By Garrett Smith
Sales is the lifeblood of any company. You know the saying, “Nothing happens until something gets sold.” Yet, for all of its emphasis and importance, many businesses face an avalanche of problems when it comes time to scale their sales force. From finding the right individuals, to creating a compensation model, training them and then coaching them to succeed, a lot goes into making that success a reality.
This scenario is one many growing snow contractors face, including ours. We can no longer wear as many hats as we once did, meaning sales could no longer be a shared enterprise. We needed to hire a dedicated sales representative.
I think I can do it. Can I try?
Every year we hold our yearly offsite planning meeting during the Snow and Ice Symposium. The biggest part of this year’s meeting was how to scale our sales efforts, a role that Operations Director Connor Kolb and I had shared during our infancy. We knew we could no longer handle these efforts collectively and needed to dedicate a person to it to achieve our goals.
The problem? No one on our team had any experience or any remote interest in sales. At least that’s what we thought. Then James Kubik, one of our service managers, stepped up. During our planning session, James revealed that he thought he could do the job and was interested in giving it a shot.
I was a bit shocked and initially uncertain, but then it made perfect sense. Who better to send out to quote customers and explain what we do than someone who has been leading the charge for the past several seasons? We were sold, but could James close a deal?
“I was a little nervous because I’ve never sold anything before. I had never really thought I’d being doing the office stuff and so I anticipated the worst. After I got started and I learned that there was a process behind sales (just like servicing a lot), I felt much more comfortable,” Kubik says.
A summer crash course
With little time to spare, we sprang into action. We were fortunate to have documented 80% of our sales process, and given my experience working with sales and marketing professionals, we put together a sales training gauntlet.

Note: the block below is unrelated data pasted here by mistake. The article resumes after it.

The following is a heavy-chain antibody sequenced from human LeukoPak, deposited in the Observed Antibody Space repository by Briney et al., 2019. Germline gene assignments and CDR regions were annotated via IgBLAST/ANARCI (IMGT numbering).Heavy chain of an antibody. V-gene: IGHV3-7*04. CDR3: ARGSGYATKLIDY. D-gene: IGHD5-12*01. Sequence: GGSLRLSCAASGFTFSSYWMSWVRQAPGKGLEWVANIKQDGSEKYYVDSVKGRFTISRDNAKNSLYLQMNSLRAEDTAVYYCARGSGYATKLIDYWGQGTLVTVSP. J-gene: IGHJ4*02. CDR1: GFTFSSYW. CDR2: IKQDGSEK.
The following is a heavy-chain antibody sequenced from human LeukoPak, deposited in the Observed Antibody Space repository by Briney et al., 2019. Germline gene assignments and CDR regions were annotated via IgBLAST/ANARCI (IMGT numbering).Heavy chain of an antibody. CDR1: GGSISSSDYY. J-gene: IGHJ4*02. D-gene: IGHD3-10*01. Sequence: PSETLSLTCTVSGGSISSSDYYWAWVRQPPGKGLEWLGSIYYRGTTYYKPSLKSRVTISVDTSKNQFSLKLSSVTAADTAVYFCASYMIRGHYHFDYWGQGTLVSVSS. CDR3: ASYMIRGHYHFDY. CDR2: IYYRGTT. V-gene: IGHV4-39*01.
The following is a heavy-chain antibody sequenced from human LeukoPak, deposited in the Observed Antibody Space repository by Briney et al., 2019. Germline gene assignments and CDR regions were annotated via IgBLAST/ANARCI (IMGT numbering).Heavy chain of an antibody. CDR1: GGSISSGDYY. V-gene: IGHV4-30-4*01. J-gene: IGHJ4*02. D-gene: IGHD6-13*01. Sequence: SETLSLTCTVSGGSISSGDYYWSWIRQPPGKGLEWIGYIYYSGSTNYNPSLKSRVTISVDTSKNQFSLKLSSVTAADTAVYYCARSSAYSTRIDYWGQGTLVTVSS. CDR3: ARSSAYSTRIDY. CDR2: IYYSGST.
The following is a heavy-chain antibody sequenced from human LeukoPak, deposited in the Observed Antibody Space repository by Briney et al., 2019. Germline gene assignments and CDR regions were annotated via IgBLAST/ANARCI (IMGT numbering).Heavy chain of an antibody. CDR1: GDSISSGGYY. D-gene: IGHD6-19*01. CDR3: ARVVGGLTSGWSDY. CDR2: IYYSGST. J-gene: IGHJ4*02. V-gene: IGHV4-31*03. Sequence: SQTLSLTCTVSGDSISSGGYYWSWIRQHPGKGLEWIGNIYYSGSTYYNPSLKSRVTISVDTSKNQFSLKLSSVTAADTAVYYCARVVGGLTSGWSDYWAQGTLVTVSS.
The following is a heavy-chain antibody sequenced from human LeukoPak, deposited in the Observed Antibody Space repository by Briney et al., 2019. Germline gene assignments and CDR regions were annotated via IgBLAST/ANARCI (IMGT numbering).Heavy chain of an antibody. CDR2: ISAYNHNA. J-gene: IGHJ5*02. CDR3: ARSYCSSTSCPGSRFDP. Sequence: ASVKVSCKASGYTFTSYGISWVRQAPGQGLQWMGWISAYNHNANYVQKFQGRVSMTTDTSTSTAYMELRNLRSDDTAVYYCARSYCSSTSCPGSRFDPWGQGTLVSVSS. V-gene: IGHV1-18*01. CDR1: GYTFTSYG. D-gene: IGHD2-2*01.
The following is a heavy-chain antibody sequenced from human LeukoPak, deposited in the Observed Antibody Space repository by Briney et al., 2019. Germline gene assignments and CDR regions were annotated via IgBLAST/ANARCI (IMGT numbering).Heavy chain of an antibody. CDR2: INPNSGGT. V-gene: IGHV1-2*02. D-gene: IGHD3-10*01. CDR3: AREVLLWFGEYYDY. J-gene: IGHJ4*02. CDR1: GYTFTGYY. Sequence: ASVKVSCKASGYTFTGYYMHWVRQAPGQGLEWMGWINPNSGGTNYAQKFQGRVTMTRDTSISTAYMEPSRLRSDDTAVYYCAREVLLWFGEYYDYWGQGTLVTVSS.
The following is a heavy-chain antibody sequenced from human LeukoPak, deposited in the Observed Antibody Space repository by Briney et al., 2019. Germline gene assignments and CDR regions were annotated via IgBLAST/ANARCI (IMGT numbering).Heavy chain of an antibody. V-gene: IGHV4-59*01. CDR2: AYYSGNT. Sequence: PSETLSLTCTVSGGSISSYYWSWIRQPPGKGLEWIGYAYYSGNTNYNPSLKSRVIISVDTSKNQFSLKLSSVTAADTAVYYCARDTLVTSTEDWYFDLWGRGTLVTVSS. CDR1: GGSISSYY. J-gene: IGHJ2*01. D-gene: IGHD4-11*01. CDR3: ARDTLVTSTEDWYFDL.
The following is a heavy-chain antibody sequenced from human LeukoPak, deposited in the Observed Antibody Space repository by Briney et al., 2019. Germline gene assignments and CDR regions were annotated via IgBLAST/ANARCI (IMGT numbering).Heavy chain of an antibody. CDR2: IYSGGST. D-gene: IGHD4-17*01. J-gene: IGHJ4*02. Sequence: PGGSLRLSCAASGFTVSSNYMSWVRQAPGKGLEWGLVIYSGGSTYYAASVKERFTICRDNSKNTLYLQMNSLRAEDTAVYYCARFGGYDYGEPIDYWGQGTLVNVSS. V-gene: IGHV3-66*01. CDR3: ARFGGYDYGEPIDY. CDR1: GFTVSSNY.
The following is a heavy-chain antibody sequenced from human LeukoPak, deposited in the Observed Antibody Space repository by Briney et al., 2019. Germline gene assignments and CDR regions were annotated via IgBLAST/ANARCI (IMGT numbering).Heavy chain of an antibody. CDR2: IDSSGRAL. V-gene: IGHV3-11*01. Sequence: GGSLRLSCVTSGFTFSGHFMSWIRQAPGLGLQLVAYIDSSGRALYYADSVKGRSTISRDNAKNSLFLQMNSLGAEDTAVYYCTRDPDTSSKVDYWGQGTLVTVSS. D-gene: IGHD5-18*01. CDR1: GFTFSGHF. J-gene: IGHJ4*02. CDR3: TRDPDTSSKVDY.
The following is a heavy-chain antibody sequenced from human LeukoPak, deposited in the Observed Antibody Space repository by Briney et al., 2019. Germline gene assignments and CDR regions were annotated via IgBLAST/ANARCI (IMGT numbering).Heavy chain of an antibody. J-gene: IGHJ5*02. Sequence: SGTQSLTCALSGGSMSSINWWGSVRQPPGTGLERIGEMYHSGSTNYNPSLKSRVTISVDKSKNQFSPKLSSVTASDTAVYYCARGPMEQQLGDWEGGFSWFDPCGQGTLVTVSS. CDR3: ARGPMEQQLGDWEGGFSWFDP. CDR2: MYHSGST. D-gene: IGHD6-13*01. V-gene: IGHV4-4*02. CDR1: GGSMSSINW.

Over the first two weeks of July, James worked directly with me to learn everything he could - how to identify good prospects, find their contact details, get a meeting, present our services and negotiate a deal to close. James was given a blueprint from which to architect his sales success.
After completing his basic training, James worked closely with Connor and me to identify a list of potential customers. Over the next two weeks, James used a combination of emails, phone calls and social media invites to set meetings to discuss the customer’s needs or establish our ability to bid on their request for proposal.
“I think that having the right mindset is important. Garrett really emphasized that being a successful sales professional requires staying positive and remaining persistent, a lot like fighting a bad winter storm. As I started to get more practice at each of the steps, I was surprised at how easy it came to me,” he says.
The results were impressive. He spoke with over 80% of the prospects. Over a third that he spoke with were interested in having WNY Snow Removal bid their services, more than doubling our potential pipeline. He even closed a deal in his first full week. Not bad for someone who just a few weeks earlier had never sold before, let alone executed an entire outreach campaign by themselves.
“This entire experience has definitely put me out of my comfort zone. I’d be lying if I said that I didn’t worry a couple of times as to whether or not I could do it, but in the end, I am glad I did it,” Kubik says. “Having a training program and support from Garrett and Connor helped. I’m not sure I would have gotten anywhere just trying to do it myself.”
State of the Industry 2017
- 27% - Respondents whose gross sales for snow and ice services were less than $100,000. Small companies often struggle to grow without a dedicated sales person or team to help take the next step.
Garrett Smith is co-owner of WNY Snow Removal in suburban New York. Contact him at firstname.lastname@example.org.